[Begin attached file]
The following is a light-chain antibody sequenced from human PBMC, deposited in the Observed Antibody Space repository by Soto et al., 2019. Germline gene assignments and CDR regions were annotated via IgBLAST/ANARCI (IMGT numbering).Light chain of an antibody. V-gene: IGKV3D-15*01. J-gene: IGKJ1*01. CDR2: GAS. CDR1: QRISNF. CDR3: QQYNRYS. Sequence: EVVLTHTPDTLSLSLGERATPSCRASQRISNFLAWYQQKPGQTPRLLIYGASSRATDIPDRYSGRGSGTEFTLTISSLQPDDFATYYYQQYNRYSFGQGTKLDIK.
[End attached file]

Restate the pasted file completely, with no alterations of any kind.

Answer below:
The following is a light-chain antibody sequenced from human PBMC, deposited in the Observed Antibody Space repository by Soto et al., 2019. Germline gene assignments and CDR regions were annotated via IgBLAST/ANARCI (IMGT numbering).Light chain of an antibody. V-gene: IGKV3D-15*01. J-gene: IGKJ1*01. CDR2: GAS. CDR1: QRISNF. CDR3: QQYNRYS. Sequence: EVVLTHTPDTLSLSLGERATPSCRASQRISNFLAWYQQKPGQTPRLLIYGASSRATDIPDRYSGRGSGTEFTLTISSLQPDDFATYYYQQYNRYSFGQGTKLDIK.